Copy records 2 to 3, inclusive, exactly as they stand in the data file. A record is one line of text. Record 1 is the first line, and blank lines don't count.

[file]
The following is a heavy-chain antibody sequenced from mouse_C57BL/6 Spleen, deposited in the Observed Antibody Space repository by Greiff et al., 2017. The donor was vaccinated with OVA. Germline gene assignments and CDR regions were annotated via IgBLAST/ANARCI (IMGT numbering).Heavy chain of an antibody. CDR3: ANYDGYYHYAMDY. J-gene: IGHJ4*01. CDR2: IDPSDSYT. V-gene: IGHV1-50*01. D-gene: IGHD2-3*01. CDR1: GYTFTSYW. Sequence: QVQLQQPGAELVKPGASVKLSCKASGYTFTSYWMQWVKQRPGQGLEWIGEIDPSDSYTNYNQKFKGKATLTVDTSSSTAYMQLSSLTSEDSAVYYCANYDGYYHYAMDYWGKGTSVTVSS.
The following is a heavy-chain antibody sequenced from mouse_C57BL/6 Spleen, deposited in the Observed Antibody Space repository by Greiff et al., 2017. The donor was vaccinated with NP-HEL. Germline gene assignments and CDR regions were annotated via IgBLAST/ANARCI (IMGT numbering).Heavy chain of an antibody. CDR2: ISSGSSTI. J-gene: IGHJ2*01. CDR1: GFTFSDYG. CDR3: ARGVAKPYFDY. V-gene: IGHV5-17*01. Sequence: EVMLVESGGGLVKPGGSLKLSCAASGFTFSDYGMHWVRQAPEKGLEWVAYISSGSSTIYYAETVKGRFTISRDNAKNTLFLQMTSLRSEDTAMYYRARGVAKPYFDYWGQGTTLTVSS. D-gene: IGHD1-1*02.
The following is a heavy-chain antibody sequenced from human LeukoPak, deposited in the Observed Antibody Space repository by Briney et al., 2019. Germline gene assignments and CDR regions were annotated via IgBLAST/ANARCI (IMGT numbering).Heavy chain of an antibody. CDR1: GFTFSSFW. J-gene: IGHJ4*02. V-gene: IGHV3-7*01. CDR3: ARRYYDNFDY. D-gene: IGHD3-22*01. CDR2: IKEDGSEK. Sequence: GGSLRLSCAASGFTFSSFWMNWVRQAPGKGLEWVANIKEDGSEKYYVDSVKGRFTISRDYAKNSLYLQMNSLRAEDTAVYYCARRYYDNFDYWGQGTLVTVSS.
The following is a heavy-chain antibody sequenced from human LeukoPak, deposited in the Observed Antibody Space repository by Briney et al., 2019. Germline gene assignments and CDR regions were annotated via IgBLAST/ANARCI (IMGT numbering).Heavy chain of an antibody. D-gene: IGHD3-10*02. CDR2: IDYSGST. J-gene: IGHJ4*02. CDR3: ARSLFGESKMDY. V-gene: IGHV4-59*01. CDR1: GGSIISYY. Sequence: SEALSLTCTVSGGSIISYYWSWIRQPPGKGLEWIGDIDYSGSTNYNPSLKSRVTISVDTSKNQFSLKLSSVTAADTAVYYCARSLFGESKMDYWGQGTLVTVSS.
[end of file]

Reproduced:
The following is a heavy-chain antibody sequenced from mouse_C57BL/6 Spleen, deposited in the Observed Antibody Space repository by Greiff et al., 2017. The donor was vaccinated with NP-HEL. Germline gene assignments and CDR regions were annotated via IgBLAST/ANARCI (IMGT numbering).Heavy chain of an antibody. CDR2: ISSGSSTI. J-gene: IGHJ2*01. CDR1: GFTFSDYG. CDR3: ARGVAKPYFDY. V-gene: IGHV5-17*01. Sequence: EVMLVESGGGLVKPGGSLKLSCAASGFTFSDYGMHWVRQAPEKGLEWVAYISSGSSTIYYAETVKGRFTISRDNAKNTLFLQMTSLRSEDTAMYYRARGVAKPYFDYWGQGTTLTVSS. D-gene: IGHD1-1*02.
The following is a heavy-chain antibody sequenced from human LeukoPak, deposited in the Observed Antibody Space repository by Briney et al., 2019. Germline gene assignments and CDR regions were annotated via IgBLAST/ANARCI (IMGT numbering).Heavy chain of an antibody. CDR1: GFTFSSFW. J-gene: IGHJ4*02. V-gene: IGHV3-7*01. CDR3: ARRYYDNFDY. D-gene: IGHD3-22*01. CDR2: IKEDGSEK. Sequence: GGSLRLSCAASGFTFSSFWMNWVRQAPGKGLEWVANIKEDGSEKYYVDSVKGRFTISRDYAKNSLYLQMNSLRAEDTAVYYCARRYYDNFDYWGQGTLVTVSS.